Letter: Oliver’s Mount race circuit is still one of the town’s icons

Whether or not your readers have any interest in motorcycle racing I’m sure they would have appreciated your Editorial Comment which focused on the famous Oliver’s Mount race circuit, as thought-provoking respect of the many wonderful aspects of our town both past and present. I have to admit that whilst I have held a motorcycle licence all my adult life I’ve never felt the desire to attend a race meeting at Oliver’s Mount.

A frequent topic of conversation amongst the older generation, particularly those retired, is opinion on how their world has changed. Nothing to do with geographical or climate change but simply a reflection of the local scene and way of life since the so-called good old days.

Now but memories are such people as the bus conductor, rentman, lamplighter, rag and bone merchant, and the dustman (pre-wheelie bins) with the coalman and chimney sweep next in line. Even the policeman is a much rarer sight although I’m safely tucked up in bed when they patrol our town centre.

Long gone is the sight of queues that almost encircled some of our cinemas of that era, particularly the Odeon and the Futurist, as also are most of the late evening buses that catered for their patrons in all parts of town. Our cinemas, theatres (twice-weekly Open Air Theatre, the Floral Hall, Royal Opera House, and the Futurist ) and Olympia ballroom are sadly regarded as victims of generational changing tastes in entertainment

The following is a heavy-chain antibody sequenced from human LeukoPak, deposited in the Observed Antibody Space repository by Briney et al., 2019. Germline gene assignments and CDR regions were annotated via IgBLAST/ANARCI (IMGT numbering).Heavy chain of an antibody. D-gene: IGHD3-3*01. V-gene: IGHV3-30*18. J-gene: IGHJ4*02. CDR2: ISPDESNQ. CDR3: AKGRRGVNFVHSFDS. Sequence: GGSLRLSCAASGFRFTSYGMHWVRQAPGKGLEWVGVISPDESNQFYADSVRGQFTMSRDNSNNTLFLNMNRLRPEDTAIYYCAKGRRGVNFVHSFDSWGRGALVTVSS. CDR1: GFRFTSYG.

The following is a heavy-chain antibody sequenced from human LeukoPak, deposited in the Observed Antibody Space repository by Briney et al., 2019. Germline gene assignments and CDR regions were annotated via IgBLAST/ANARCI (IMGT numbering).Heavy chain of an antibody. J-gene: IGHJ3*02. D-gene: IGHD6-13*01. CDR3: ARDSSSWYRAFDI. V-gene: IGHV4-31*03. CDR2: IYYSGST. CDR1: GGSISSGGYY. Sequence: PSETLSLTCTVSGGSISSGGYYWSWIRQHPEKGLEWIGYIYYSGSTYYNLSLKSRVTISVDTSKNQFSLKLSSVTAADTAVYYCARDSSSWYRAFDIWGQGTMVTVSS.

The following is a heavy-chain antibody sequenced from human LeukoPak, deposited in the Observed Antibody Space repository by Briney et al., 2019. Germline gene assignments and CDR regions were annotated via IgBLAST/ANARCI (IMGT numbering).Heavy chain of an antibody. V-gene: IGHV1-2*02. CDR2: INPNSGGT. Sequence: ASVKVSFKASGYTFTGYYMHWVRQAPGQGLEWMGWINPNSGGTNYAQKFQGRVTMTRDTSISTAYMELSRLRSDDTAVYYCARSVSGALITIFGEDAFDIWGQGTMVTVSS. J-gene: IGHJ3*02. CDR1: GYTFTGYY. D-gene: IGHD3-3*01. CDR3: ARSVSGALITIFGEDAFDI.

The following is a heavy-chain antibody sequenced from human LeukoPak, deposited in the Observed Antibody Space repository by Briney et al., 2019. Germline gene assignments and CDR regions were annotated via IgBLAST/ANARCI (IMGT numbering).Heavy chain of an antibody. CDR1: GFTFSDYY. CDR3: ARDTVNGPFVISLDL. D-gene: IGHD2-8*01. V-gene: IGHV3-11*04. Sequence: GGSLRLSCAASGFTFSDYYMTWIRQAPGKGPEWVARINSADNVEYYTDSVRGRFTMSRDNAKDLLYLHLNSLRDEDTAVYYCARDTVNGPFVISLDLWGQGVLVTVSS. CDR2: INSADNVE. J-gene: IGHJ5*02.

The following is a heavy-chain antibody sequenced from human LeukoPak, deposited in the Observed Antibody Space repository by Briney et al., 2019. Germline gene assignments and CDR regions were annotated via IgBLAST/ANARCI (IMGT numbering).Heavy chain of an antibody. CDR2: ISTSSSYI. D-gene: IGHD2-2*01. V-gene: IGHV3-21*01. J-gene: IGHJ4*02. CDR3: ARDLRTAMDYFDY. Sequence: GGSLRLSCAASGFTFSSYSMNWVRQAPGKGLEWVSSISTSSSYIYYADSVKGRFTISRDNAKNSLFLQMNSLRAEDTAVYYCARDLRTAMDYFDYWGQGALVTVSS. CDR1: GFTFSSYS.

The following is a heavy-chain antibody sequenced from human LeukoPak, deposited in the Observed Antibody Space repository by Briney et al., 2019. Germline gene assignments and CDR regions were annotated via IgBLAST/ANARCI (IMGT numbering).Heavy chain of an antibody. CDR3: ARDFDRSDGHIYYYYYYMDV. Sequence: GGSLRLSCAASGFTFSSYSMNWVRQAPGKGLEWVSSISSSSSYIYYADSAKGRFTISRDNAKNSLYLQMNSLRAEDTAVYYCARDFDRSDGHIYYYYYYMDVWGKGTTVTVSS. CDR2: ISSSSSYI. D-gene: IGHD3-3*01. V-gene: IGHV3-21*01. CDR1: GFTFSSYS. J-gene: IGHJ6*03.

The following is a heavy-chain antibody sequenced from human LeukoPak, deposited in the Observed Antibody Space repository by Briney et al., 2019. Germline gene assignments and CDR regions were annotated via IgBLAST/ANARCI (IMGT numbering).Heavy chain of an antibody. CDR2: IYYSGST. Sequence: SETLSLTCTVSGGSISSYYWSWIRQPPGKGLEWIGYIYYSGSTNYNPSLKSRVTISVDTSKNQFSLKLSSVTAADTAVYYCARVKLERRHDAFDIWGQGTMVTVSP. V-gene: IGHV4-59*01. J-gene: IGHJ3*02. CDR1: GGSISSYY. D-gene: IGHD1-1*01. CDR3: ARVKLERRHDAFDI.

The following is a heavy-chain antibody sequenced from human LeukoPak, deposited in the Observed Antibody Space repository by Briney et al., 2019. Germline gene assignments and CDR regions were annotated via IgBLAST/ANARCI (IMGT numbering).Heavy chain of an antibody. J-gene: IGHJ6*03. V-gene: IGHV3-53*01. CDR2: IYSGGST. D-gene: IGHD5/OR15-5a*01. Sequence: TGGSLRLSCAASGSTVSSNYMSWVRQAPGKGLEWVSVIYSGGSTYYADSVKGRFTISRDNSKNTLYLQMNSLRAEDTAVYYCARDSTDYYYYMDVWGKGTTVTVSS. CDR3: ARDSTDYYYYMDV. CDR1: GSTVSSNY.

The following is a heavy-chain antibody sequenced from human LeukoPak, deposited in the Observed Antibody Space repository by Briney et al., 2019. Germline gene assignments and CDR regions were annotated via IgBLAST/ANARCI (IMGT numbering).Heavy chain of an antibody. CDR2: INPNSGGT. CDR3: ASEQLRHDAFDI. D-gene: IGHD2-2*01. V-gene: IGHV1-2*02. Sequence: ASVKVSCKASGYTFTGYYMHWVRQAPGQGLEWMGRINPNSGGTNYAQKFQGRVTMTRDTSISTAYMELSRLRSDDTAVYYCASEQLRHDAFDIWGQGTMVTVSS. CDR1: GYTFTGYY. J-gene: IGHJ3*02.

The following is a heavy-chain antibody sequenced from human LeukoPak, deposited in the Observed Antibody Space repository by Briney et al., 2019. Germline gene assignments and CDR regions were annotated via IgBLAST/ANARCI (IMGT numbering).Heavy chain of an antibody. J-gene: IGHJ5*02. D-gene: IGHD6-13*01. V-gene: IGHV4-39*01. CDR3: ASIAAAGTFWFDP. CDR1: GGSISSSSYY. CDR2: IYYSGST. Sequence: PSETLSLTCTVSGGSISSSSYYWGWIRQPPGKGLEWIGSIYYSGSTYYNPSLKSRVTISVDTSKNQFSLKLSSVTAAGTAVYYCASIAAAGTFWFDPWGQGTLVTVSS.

I have little idea about the extent of community spirit these days but feel sure that the gradual loss and resultant conversion of countless corner shops has had a diminishing effect. Having spent a few years of my schooldays as a part-time delivery boy at several shops – newspapers, groceries, and bread – I remember the carrier-cycles, now but a relic and a far cry from the supermarket

era.

Apart from changing tastes in tourism, and urban renaissance schemes, a major factor has been the incidence of vandalism, not least of its effect being the loss of 15-20 public toilets within our town boundary; three underground in the town centre – Odeon subway , Harcourt Place and St Helen’s Square.

So, the question of icons. First, the “lost gems” as you so poignantly describe them; so many, but high on my list would be the Pavilion Hotel, the Royal Opera House, the Floral Hall, the Athletic Football Ground, and the Mere during the period that its outstanding natural beauty was enhanced by so many colourful tourist attractions.

On the credit side, so to speak, I agree with your assessment of the Stephen Joseph Theatre and also, from a slightly different aspect, the wonderful panoramic view of the the South Bay – but from the Esplanade, which includes those “untouchables” the Grand Hotel and the Castle.

Charles Braithwaite

Trinity Road

Scarborough